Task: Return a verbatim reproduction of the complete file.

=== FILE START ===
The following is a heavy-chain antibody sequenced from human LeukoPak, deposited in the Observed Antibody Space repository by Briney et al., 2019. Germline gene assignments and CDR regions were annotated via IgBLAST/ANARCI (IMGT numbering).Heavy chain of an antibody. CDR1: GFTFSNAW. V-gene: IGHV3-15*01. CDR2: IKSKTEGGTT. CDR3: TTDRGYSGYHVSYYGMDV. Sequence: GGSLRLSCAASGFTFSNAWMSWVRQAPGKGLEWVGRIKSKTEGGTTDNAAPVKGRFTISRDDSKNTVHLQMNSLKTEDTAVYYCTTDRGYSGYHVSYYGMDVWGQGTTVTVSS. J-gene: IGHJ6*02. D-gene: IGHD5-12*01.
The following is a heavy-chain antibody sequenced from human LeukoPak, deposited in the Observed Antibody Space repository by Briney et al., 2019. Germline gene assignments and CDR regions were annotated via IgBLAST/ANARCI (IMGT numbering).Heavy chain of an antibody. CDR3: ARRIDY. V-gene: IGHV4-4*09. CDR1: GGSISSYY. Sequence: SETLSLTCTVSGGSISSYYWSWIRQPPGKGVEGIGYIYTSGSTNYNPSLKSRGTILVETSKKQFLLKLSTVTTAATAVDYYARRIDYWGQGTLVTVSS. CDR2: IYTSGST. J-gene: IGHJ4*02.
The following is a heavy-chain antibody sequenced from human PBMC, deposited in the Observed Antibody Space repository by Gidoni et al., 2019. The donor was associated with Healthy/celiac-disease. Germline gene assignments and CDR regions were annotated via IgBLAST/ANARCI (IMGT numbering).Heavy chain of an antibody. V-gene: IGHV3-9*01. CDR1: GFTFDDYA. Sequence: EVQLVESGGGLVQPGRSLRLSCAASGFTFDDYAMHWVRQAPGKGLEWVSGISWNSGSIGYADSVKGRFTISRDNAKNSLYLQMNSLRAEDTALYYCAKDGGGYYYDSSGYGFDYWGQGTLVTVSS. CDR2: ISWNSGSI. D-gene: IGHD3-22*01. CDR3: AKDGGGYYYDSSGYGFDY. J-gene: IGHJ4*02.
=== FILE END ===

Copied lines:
The following is a heavy-chain antibody sequenced from human LeukoPak, deposited in the Observed Antibody Space repository by Briney et al., 2019. Germline gene assignments and CDR regions were annotated via IgBLAST/ANARCI (IMGT numbering).Heavy chain of an antibody. CDR1: GFTFSNAW. V-gene: IGHV3-15*01. CDR2: IKSKTEGGTT. CDR3: TTDRGYSGYHVSYYGMDV. Sequence: GGSLRLSCAASGFTFSNAWMSWVRQAPGKGLEWVGRIKSKTEGGTTDNAAPVKGRFTISRDDSKNTVHLQMNSLKTEDTAVYYCTTDRGYSGYHVSYYGMDVWGQGTTVTVSS. J-gene: IGHJ6*02. D-gene: IGHD5-12*01.
The following is a heavy-chain antibody sequenced from human LeukoPak, deposited in the Observed Antibody Space repository by Briney et al., 2019. Germline gene assignments and CDR regions were annotated via IgBLAST/ANARCI (IMGT numbering).Heavy chain of an antibody. CDR3: ARRIDY. V-gene: IGHV4-4*09. CDR1: GGSISSYY. Sequence: SETLSLTCTVSGGSISSYYWSWIRQPPGKGVEGIGYIYTSGSTNYNPSLKSRGTILVETSKKQFLLKLSTVTTAATAVDYYARRIDYWGQGTLVTVSS. CDR2: IYTSGST. J-gene: IGHJ4*02.
The following is a heavy-chain antibody sequenced from human PBMC, deposited in the Observed Antibody Space repository by Gidoni et al., 2019. The donor was associated with Healthy/celiac-disease. Germline gene assignments and CDR regions were annotated via IgBLAST/ANARCI (IMGT numbering).Heavy chain of an antibody. V-gene: IGHV3-9*01. CDR1: GFTFDDYA. Sequence: EVQLVESGGGLVQPGRSLRLSCAASGFTFDDYAMHWVRQAPGKGLEWVSGISWNSGSIGYADSVKGRFTISRDNAKNSLYLQMNSLRAEDTALYYCAKDGGGYYYDSSGYGFDYWGQGTLVTVSS. CDR2: ISWNSGSI. D-gene: IGHD3-22*01. CDR3: AKDGGGYYYDSSGYGFDY. J-gene: IGHJ4*02.